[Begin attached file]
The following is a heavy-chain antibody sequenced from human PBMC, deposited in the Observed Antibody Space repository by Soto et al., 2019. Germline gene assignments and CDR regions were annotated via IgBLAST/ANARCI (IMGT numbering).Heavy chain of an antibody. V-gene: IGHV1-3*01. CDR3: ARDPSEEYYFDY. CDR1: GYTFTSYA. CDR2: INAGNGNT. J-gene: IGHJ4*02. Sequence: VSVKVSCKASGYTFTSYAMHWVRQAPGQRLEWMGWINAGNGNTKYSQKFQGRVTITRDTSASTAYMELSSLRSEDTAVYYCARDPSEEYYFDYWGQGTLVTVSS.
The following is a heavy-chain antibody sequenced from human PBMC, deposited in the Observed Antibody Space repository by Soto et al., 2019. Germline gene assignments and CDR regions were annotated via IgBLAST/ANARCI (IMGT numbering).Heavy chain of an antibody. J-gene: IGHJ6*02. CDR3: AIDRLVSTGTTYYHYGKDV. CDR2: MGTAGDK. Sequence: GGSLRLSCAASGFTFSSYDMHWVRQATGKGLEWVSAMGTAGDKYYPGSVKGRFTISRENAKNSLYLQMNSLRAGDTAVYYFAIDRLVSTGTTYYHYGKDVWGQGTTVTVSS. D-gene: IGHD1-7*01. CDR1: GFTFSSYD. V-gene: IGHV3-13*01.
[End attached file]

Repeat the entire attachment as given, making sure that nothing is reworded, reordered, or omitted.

The following is a heavy-chain antibody sequenced from human PBMC, deposited in the Observed Antibody Space repository by Soto et al., 2019. Germline gene assignments and CDR regions were annotated via IgBLAST/ANARCI (IMGT numbering).Heavy chain of an antibody. V-gene: IGHV1-3*01. CDR3: ARDPSEEYYFDY. CDR1: GYTFTSYA. CDR2: INAGNGNT. J-gene: IGHJ4*02. Sequence: VSVKVSCKASGYTFTSYAMHWVRQAPGQRLEWMGWINAGNGNTKYSQKFQGRVTITRDTSASTAYMELSSLRSEDTAVYYCARDPSEEYYFDYWGQGTLVTVSS.
The following is a heavy-chain antibody sequenced from human PBMC, deposited in the Observed Antibody Space repository by Soto et al., 2019. Germline gene assignments and CDR regions were annotated via IgBLAST/ANARCI (IMGT numbering).Heavy chain of an antibody. J-gene: IGHJ6*02. CDR3: AIDRLVSTGTTYYHYGKDV. CDR2: MGTAGDK. Sequence: GGSLRLSCAASGFTFSSYDMHWVRQATGKGLEWVSAMGTAGDKYYPGSVKGRFTISRENAKNSLYLQMNSLRAGDTAVYYFAIDRLVSTGTTYYHYGKDVWGQGTTVTVSS. D-gene: IGHD1-7*01. CDR1: GFTFSSYD. V-gene: IGHV3-13*01.